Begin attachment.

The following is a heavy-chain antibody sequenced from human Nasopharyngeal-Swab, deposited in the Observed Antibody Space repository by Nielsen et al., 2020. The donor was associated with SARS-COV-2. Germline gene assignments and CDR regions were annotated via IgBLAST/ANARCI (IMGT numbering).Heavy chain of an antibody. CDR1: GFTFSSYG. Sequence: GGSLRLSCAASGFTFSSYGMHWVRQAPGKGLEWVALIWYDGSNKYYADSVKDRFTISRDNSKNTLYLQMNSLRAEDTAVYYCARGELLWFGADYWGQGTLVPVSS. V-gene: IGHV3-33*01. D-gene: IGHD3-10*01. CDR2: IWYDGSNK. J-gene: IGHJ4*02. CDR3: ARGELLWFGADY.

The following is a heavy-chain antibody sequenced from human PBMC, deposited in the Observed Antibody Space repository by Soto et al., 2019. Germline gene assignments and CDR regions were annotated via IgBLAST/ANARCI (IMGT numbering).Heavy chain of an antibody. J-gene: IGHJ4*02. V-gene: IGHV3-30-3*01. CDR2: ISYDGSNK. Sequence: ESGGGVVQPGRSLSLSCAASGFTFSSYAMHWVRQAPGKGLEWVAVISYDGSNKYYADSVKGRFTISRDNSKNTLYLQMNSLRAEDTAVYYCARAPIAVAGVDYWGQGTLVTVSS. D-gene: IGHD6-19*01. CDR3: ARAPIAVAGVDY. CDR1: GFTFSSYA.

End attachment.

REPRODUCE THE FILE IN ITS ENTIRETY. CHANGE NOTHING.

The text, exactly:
The following is a heavy-chain antibody sequenced from human Nasopharyngeal-Swab, deposited in the Observed Antibody Space repository by Nielsen et al., 2020. The donor was associated with SARS-COV-2. Germline gene assignments and CDR regions were annotated via IgBLAST/ANARCI (IMGT numbering).Heavy chain of an antibody. CDR1: GFTFSSYG. Sequence: GGSLRLSCAASGFTFSSYGMHWVRQAPGKGLEWVALIWYDGSNKYYADSVKDRFTISRDNSKNTLYLQMNSLRAEDTAVYYCARGELLWFGADYWGQGTLVPVSS. V-gene: IGHV3-33*01. D-gene: IGHD3-10*01. CDR2: IWYDGSNK. J-gene: IGHJ4*02. CDR3: ARGELLWFGADY.

The following is a heavy-chain antibody sequenced from human PBMC, deposited in the Observed Antibody Space repository by Soto et al., 2019. Germline gene assignments and CDR regions were annotated via IgBLAST/ANARCI (IMGT numbering).Heavy chain of an antibody. J-gene: IGHJ4*02. V-gene: IGHV3-30-3*01. CDR2: ISYDGSNK. Sequence: ESGGGVVQPGRSLSLSCAASGFTFSSYAMHWVRQAPGKGLEWVAVISYDGSNKYYADSVKGRFTISRDNSKNTLYLQMNSLRAEDTAVYYCARAPIAVAGVDYWGQGTLVTVSS. D-gene: IGHD6-19*01. CDR3: ARAPIAVAGVDY. CDR1: GFTFSSYA.